3. The Proposed Cluster Center Initialization Method

3.1. Density Peaks Clustering

Among the recent cluster center initialization methods, density peaks clustering (DPC) has been widely used [19]. We propose a new cluster center initialization method based on DPC in this paper. Here, we briefly describe DPC.

It is assumed in DPC that the cluster centers are characterized by a higher density than their neighbors and by a relatively large distance from points with higher densities. DPC utilizes two quantities: one is the density of point xi and the other is its distance from points of higher densities.

The density of point xi is defined aswhere is the Euclidean distance between points xi and xj, and σ is variance. Algorithm 1 shows the definition of σ.

) Input: Data set , the total number of points n, a predefined parameter
) Output: The value of σ
) Begin
Calculate and sort the pairwise distance between points in ascending order, that is,
Calculate (“” represents a rounding operation)
Calculate
) End

The distance between the point xi and the other points with higher densities, denoted by , is defined as

When the density and the distance for each point have been calculated, the decision graph is further generated. The points with relatively high and are considered as cluster centers.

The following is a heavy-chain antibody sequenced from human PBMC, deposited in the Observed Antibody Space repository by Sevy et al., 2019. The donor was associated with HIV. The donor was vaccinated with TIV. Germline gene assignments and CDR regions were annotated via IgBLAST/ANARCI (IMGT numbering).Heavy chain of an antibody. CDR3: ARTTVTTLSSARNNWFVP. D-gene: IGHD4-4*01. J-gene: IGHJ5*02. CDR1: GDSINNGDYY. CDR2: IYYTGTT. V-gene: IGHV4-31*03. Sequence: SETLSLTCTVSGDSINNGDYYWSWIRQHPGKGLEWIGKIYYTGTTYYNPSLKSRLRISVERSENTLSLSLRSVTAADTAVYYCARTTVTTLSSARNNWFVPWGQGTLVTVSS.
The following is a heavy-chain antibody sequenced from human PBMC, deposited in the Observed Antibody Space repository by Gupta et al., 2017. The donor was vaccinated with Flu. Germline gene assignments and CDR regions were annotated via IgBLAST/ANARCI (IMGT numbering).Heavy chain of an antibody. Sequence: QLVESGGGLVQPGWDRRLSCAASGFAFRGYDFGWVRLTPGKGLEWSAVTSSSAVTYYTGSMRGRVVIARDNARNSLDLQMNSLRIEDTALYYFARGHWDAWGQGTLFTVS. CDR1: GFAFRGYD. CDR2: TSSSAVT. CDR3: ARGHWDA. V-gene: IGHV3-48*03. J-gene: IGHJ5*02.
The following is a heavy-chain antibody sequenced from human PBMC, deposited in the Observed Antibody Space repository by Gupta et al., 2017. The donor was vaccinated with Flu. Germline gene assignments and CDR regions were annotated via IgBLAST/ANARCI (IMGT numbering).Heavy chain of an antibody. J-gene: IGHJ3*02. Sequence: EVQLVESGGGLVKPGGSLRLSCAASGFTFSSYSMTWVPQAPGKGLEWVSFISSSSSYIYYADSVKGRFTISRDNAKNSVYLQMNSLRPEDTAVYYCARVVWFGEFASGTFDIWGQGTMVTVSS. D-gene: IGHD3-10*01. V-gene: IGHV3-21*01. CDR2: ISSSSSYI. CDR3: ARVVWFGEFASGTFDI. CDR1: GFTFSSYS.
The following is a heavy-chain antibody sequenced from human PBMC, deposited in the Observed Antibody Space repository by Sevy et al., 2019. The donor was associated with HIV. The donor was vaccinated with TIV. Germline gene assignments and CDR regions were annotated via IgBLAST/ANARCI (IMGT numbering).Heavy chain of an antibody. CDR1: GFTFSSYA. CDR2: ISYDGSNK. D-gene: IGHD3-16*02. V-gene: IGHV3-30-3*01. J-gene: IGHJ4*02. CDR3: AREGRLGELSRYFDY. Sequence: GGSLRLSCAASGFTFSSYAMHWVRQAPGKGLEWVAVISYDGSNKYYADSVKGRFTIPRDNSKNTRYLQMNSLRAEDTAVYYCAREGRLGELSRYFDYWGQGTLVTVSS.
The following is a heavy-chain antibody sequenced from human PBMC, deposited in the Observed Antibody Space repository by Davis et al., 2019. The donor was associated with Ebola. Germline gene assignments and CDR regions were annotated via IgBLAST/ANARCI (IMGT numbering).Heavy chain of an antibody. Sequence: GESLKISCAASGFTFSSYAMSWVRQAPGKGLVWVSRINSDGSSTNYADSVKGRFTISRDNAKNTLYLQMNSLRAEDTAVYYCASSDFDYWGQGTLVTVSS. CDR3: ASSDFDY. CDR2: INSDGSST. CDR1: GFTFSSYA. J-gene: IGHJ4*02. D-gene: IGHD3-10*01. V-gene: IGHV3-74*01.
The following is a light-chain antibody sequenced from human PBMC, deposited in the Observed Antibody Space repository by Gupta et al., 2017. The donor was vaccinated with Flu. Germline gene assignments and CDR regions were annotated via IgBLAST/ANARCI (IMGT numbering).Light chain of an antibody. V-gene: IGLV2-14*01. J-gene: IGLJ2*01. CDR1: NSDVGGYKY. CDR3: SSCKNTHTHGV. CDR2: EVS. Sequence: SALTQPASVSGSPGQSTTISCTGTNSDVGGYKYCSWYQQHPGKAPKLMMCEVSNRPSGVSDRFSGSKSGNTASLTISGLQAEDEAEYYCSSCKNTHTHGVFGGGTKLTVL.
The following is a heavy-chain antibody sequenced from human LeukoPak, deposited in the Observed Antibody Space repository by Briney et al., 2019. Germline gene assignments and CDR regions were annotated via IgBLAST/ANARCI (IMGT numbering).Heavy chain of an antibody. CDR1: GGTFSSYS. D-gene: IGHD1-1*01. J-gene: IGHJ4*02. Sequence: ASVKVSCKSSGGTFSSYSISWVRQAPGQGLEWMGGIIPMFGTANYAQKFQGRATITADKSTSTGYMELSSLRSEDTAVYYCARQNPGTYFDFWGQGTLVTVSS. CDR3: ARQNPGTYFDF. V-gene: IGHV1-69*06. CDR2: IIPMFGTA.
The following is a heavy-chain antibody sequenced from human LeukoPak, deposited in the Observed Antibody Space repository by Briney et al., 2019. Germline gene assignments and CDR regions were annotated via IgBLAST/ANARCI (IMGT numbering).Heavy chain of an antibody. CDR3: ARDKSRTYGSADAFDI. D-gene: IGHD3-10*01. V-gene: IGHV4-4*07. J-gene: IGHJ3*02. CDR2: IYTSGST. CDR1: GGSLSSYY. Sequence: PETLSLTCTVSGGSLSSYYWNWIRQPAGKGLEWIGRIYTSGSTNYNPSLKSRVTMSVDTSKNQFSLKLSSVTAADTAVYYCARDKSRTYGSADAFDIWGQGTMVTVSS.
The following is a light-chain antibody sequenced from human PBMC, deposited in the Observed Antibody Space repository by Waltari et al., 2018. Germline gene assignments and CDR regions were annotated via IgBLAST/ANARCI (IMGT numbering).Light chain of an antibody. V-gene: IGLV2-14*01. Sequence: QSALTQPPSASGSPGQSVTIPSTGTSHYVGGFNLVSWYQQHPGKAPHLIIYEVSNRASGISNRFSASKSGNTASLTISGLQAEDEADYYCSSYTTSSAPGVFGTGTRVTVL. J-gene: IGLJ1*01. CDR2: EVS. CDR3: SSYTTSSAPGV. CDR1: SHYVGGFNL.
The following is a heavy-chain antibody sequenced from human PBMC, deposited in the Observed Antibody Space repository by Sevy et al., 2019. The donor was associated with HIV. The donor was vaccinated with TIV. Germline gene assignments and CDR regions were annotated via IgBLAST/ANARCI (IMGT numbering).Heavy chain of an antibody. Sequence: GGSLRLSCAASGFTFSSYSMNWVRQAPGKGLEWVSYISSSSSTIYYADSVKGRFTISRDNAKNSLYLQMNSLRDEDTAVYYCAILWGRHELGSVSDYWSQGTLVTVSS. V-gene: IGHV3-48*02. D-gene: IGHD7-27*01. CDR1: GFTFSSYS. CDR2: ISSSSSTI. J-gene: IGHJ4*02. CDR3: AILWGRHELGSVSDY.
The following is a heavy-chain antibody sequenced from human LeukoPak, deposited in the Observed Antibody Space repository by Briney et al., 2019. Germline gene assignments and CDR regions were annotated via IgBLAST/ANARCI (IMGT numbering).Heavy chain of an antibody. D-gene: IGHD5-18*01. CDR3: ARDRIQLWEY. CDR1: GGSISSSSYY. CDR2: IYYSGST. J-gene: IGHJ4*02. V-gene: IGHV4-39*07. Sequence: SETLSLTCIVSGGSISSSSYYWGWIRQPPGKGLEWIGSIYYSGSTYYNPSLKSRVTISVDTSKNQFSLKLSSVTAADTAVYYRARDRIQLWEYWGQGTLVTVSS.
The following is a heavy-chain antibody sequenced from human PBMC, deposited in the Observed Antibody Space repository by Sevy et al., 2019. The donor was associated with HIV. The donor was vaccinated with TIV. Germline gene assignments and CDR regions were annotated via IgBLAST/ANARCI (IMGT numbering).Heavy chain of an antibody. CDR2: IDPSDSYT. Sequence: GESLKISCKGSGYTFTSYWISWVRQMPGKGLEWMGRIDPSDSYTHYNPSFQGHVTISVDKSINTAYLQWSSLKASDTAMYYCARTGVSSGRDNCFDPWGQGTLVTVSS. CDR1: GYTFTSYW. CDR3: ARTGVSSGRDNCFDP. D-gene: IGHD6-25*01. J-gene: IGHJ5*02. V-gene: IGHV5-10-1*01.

3.2. Geodesic-Based Initialization Method

In the DPC method, the precondition to find the correct cluster centers is that the distribution of cluster centers conforms to the abovementioned assumptions. However, many studies show that the two assumptions have certain limitations in different scenarios. As can be seen from Figure 1(a), for the Three circles data set which is from [20], three cluster centers (represented as solid triangles) obtained by the DPC method lie in the red cluster and green cluster, respectively, yet none lie in the blue circle. As shown in Figure 1(b), there is only one point with a relatively large value of and which lies in the red cluster. This is due to the fact that both the green cluster and the blue cluster are nonconvex shaped, and the densities of points in the blue cluster are smaller than that in the green cluster, which leads to the result that no cluster center lies in the blue cluster.

The DPC method exploits the Euclidean distance between the two points as the distance measure. This distance measure is suitable for the data sets with convex shape, yet is not suitable for the data sets with nonconvex shape. To address this issue, this paper adopts a new distance metric-geodesic distance.

Let X be a data set with K clusters and n data points, that is, . Data set X is represented by an undirected completed graph , where , . Each data point xi in data set X corresponds to a vertex . For the sake of convenience, the vertex vi in graph G is represented by xi. Let denote the MST of , where , .